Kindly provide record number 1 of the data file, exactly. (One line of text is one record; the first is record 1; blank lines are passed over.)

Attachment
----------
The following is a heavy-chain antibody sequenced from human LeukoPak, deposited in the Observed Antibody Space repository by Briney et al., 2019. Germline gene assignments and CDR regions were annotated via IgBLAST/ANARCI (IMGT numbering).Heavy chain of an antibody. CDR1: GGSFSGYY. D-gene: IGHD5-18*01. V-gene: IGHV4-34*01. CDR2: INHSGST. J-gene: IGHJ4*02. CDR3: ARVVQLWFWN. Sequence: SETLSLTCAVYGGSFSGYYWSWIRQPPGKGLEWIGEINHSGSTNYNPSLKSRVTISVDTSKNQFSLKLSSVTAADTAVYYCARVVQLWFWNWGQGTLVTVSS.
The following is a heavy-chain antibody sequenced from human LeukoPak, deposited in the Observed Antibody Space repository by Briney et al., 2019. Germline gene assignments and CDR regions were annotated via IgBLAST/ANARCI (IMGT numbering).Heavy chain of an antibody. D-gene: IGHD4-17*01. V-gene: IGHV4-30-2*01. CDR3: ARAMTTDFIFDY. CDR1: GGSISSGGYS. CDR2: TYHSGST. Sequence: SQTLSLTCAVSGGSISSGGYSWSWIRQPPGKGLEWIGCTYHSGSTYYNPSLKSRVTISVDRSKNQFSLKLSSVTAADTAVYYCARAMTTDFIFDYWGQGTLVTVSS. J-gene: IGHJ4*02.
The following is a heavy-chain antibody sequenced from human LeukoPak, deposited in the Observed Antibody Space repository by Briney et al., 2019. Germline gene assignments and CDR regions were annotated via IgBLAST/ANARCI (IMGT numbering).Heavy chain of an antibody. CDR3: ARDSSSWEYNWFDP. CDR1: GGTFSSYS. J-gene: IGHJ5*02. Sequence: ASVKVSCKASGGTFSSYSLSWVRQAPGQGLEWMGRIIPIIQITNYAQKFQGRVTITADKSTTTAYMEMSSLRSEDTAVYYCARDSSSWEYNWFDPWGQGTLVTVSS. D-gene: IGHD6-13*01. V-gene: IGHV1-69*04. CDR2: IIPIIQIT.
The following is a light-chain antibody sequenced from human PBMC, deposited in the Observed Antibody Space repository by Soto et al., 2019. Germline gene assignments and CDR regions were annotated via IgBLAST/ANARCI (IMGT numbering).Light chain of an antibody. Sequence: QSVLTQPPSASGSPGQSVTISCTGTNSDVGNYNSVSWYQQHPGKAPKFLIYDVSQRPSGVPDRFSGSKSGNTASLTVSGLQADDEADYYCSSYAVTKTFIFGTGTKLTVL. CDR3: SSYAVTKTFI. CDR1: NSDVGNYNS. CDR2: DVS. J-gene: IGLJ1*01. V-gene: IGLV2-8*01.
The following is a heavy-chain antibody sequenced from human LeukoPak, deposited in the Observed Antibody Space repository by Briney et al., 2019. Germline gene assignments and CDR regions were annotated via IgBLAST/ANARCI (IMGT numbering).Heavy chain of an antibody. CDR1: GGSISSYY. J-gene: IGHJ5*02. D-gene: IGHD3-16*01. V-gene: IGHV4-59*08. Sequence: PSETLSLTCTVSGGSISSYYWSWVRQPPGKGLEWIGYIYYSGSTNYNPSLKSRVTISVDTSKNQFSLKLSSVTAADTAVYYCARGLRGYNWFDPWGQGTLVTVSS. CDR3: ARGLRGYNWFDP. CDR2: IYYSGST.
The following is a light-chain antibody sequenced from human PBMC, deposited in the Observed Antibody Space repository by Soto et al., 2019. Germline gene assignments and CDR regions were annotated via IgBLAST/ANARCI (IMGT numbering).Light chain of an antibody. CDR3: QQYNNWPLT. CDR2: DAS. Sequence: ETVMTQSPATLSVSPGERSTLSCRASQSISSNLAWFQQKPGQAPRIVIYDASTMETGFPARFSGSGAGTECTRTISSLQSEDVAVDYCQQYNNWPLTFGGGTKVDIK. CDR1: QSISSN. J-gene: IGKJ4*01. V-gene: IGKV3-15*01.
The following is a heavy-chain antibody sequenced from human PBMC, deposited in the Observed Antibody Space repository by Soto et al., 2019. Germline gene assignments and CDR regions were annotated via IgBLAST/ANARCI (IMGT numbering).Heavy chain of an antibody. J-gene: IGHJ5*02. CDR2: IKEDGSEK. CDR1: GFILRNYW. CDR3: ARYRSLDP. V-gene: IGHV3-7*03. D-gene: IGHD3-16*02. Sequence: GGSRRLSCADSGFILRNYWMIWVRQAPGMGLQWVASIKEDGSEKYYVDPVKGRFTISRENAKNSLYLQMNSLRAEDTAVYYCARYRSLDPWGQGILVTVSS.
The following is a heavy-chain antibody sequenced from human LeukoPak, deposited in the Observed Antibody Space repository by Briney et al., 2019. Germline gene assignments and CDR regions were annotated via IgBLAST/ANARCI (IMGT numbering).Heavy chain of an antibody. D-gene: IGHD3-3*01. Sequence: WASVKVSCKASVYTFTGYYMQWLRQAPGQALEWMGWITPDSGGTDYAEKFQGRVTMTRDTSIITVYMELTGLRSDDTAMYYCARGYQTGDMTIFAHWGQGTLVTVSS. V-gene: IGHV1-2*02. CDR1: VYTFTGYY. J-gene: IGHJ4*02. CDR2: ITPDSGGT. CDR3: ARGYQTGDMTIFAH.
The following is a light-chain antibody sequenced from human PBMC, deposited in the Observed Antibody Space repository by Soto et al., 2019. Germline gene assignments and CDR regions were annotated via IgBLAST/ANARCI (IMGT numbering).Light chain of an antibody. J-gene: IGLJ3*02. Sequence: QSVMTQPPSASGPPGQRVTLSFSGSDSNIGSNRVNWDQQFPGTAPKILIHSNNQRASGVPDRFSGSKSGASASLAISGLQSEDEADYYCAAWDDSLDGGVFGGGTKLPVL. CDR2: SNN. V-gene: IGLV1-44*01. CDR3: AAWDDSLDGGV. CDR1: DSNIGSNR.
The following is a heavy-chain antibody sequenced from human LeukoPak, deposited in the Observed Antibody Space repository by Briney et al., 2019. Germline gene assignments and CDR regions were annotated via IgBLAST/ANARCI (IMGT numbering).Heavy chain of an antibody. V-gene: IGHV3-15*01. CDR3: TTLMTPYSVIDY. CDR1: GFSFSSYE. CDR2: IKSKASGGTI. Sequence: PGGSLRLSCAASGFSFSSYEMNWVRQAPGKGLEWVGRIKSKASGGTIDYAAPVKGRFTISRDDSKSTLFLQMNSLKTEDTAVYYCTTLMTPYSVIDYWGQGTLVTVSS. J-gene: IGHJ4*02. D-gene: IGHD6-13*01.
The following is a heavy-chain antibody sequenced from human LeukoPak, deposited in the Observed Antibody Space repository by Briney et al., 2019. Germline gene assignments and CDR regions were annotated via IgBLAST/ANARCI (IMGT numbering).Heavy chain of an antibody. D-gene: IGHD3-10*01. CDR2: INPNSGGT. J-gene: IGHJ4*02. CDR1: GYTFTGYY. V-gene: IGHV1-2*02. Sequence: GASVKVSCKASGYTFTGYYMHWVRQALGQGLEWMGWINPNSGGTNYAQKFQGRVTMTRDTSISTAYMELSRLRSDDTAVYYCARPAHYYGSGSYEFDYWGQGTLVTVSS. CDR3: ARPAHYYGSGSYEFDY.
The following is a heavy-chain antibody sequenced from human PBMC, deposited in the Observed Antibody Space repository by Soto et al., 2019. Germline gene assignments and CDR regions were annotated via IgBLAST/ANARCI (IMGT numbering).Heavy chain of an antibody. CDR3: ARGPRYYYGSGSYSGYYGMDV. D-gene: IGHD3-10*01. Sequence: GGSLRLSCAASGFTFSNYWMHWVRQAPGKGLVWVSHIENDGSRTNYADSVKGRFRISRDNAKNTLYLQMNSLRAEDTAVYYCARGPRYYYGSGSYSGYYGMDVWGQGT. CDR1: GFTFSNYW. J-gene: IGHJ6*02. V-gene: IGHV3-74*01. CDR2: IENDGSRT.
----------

The following is a heavy-chain antibody sequenced from human LeukoPak, deposited in the Observed Antibody Space repository by Briney et al., 2019. Germline gene assignments and CDR regions were annotated via IgBLAST/ANARCI (IMGT numbering).Heavy chain of an antibody. CDR1: GGSFSGYY. D-gene: IGHD5-18*01. V-gene: IGHV4-34*01. CDR2: INHSGST. J-gene: IGHJ4*02. CDR3: ARVVQLWFWN. Sequence: SETLSLTCAVYGGSFSGYYWSWIRQPPGKGLEWIGEINHSGSTNYNPSLKSRVTISVDTSKNQFSLKLSSVTAADTAVYYCARVVQLWFWNWGQGTLVTVSS.